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In 1797 Thomas Bignold, a 36-year-old wine merchant and banker, founded the first Norwich Union Society. Some years earlier, when he moved from Kent to Norwich, Bignold had been unable to find anyone willing to insure him against the threat from highwaymen. With the entrepreneurial thought that nothing was impossible, and aware that in a city built largely of wood the threat of fire was uppermost in people's minds, Bignold formed the "Norwich Union Society for the Insurance of Houses, Stock and Merchandise from Fire". The new business, which became known as the Norwich Union Fire Insurance Office, was a "mutual" enterprise. Norwich Union was later to become the country's largest insurance giant.
Until the industrial revolution, as the capital of England's most populous and prosperous county, Norwich vied with Bristol as England's second city.
Norwich's geographical isolation was such that until 1845 when a railway connection was established, it was often quicker to travel to Amsterdam by boat than to London. The railway was introduced to Norwich by Morton Peto, who also built the line to Great Yarmouth.
From 1808 to 1814 Norwich hosted a station in the shutter telegraph chain which connected the Admiralty in London to its naval ships in the port of Great Yarmouth.
In the early part of the 20th century Norwich still had several major manufacturing industries. Among these were the manufacture of shoes (for example the Start-rite brand), clothing, joinery, and structural engineering as well as aircraft design and manufacture. Important employers included Boulton & Paul, Barnards (inventors of machine produced wire netting), and electrical engineers Laurence Scott and Electromotors.
Norwich also has a long association with chocolate manufacture, primarily through the local firm of Caley's, which began as a manufacturer and bottler of mineral water and later diversified into making chocolate and Christmas crackers. Caley's was acquired by Mackintosh in the 1930s. It merged with Rowntree's in 1969 to become Rowntree-Mackintosh; it finally was bought by Nestlé and closed down in 1996 with all operations moved to York, ending a 120-year association with Norwich. The factory existed on the site of what is now the Chapelfield development. Caley's chocolate has since made a reappearance as a brand, and is still produced in Norwich.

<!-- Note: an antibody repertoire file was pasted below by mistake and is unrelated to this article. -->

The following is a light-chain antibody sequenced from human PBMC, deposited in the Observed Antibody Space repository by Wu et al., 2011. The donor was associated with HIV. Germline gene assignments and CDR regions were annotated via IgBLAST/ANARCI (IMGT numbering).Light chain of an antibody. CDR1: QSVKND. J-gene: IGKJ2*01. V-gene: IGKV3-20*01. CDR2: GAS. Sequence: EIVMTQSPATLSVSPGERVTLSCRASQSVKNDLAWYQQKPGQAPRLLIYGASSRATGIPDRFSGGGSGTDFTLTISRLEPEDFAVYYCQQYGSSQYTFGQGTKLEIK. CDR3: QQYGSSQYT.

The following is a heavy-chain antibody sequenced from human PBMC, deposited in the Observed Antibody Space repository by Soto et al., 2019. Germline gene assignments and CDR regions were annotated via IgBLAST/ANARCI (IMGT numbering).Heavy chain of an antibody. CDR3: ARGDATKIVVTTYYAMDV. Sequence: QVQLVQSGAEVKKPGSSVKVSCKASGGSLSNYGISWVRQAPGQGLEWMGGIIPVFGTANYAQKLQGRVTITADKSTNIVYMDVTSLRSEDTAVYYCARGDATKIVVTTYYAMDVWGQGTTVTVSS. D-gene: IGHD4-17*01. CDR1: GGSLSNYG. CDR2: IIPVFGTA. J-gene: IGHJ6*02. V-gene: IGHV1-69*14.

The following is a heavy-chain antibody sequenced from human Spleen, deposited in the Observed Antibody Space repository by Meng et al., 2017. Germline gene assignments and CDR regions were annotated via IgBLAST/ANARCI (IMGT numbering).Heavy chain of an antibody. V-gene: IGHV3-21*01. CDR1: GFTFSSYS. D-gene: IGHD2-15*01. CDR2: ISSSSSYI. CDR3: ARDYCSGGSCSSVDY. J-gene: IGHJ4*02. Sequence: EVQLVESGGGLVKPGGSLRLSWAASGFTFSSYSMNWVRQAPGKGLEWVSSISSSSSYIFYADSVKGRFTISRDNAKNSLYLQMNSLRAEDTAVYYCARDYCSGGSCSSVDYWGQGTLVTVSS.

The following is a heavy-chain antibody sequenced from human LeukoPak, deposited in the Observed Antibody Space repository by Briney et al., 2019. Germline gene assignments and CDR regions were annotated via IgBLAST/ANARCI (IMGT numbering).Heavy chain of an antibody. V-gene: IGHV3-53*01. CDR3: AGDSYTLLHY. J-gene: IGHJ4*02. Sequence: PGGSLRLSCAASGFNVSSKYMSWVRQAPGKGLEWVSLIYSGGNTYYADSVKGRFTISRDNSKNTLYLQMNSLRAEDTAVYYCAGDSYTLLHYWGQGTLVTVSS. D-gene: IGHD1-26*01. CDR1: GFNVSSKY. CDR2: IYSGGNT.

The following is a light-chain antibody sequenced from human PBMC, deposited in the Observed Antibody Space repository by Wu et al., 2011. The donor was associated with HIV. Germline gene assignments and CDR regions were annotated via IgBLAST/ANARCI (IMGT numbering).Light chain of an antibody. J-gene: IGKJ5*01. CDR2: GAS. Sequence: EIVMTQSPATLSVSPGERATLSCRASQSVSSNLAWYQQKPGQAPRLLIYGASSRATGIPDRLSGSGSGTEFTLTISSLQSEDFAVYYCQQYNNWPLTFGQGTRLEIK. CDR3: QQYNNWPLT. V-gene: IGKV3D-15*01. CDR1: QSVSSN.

HMSO, once the official publishing and stationery arm of the British government and one of the largest print buyers, printers and suppliers of office equipment in the UK, moved most of its operations from London to Norwich in the 1970s.
Jarrolds, established in 1810, was a well-known printer and publisher.
Norwich suffered extensive bomb damage during World War II, affecting large parts of the old city centre and Victorian terrace housing around the centre. Industry and the rail infrastructure also suffered. The heaviest raids occurred on the nights of 27/28th and 29/30 April 1942; as part of the Baedeker raids (so called because Baedeker's series of tourist guides to the British Isles were used to select propaganda rich targets of cultural and historic significance rather than strategic importance). Lord Haw-Haw made reference to the imminent destruction of Norwich's new City Hall (completed in 1938), although in the event it survived unscathed. Significant targets hit included the Morgan's Brewery building, Coleman's Wincarnis works, City Station, the Mackintosh chocolate factory, and shopping areas including St. Stephen's Street, St. Benedict's Street, the site of Bonds department store and Curls department store (now Debenhams).
Norwich's night-time economy of bars and nightclubs is mainly located in Tombland, Prince of Wales Road and the Riverside area adjacent to Norwich railway station.
Norwich was the eighth most prosperous shopping destination in the UK in 2006. Norwich has an ancient market place, established by the Normans between 1071 and 1074, which is today the largest six-days-a-week open-air market in England.